Deep learning algorithms such as CNNs are extremely resource intensive. A variety of processing engines are available today in the form of CPUs, GPUs, FPGAs, dedicated accelerators, and the recent microcontrollers. Designing a CNN-based vision system also requires a strong support of optimized libraries. This can range from proprietary (e.g., MVTec’s HALCON & MERLIC, MATLAB’s Deep Learning Toolbox, or Cognex’s ViDi) to standard tools (e.g., OpenCV) and integration capabilities of software & hardware. These choices have a direct bearing on the product’s time to market. Resource intensive processors generally demand larger form factors, power dissipation add-ons like heat sinks, or just large empty volume space to dissipate power through convection. Image sensors delivering high quality output can remove the need for expensive processors, costly 3rd party libraries and/or the creation of new ones, and costly tools needed to optimally tie the hardware and software resources. In other words, these sensors minimize the Total Cost of Ownership (TCO) significantly, and increase adoption in a wide variety of applications and markets.
Image Sensor Inputs to Machine Learning Systems
There are considerable demands on the image sensor output that is delivered to the CNN layers, including:
- A Global Shutter to be able to capture the scene and retain to minimize motion artifacts
- High global shutter efficiency to ensure the retained scene in every pixel is not corrupted by optical inputs that are outside of the light path of that pixel
- Sufficient pixel size to support good image quality even in challenging light conditions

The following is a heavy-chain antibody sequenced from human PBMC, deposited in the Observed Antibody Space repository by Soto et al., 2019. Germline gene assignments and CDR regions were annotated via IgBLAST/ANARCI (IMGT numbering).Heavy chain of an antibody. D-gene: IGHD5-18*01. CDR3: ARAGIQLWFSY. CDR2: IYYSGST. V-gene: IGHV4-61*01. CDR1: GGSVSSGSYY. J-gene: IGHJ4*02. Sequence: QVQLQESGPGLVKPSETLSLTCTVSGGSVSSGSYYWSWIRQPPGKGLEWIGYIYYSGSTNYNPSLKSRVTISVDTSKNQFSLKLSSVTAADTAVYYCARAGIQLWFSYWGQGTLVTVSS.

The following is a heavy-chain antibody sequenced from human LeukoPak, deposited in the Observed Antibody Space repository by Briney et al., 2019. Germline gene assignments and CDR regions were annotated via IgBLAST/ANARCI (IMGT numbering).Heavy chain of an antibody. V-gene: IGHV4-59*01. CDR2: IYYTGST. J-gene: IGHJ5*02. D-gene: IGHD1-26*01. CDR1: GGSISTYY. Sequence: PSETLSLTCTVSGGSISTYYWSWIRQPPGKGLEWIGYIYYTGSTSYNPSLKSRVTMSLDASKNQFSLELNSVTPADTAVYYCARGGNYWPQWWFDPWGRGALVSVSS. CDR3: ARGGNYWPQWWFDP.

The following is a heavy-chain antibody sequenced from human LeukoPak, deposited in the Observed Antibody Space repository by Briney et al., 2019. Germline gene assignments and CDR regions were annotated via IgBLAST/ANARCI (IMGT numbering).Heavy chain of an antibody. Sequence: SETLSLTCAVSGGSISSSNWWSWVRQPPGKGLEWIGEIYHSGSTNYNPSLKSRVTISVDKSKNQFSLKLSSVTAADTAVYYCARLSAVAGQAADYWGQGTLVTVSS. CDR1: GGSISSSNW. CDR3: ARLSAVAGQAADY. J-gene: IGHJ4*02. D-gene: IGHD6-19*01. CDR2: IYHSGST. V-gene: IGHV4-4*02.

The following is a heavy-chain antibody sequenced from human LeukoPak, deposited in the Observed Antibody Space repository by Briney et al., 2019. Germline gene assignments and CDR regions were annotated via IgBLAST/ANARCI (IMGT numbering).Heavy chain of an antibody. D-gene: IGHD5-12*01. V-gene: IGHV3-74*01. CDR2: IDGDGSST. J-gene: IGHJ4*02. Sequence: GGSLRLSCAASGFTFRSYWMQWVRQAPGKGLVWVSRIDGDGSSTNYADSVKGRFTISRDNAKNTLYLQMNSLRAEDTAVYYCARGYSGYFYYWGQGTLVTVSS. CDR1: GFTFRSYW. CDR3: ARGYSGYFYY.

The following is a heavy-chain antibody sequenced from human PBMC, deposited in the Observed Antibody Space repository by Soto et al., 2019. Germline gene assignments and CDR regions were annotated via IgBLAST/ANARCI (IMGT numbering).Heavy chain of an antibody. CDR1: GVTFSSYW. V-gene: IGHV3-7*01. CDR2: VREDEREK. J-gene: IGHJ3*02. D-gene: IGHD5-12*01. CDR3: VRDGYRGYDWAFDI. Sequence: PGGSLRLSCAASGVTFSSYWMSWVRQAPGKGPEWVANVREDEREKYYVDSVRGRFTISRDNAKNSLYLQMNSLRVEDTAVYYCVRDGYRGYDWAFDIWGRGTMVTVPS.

- Low total noise in the image output to ensure a high-integrity input
- Low power during operation and standby to meet the typical challenges in a camera system where convection heat transfer is the norm.
These characteristics are dependent on the pixel architecture and on the design of the associated electrical path. The architecture and design of CMOS image sensors such as AR0234CS address these needs, making them ideal for CNN-based vision systems.
High-Speed Interface Enables Fast Systems
A pixel may be of excellent quality and perfectly designed to generate high-quality image, but the overall vision system might still suffer from poor performance due to bandwidth limitations. Sensors today are equipped with SerDes interfaces, but the rate at which these interfaces traffic data grades the overall system quality.
High frame rates require these interfaces to transfer image data at fast speeds. Also, sensors must consume low power for every frame output (fps/mW). These features allow system timing & power budgets to be transferred to where they are most desired – the processing engine - allowing state-of-the-art neural networks & complex algorithms to be incorporated. This enables the image processors to extract the nuances in the image data that could be material to the application. Vision System developers can thus differentiate their system solutions significantly against competition.
AR0234CS 2.3 Mp CMOS Image Sensor
With its high data rate MIPI interface, the AR0234CS 2.3 Mp CMOS image sensor is ideally suited for AI-based vision systems. Together with high frame rate, and low power consumption at full frame rate and full resolution, vision system developers can allocate a majority portion of their timing and power budgets to the processors.
Learn more about the AR0234CS or check out the below design resources.
- Features and Set up of Mainstream CMOS Image Sensor Demo Boards (Video)
- DevSuite Software
- DevSuite Quick Start Guide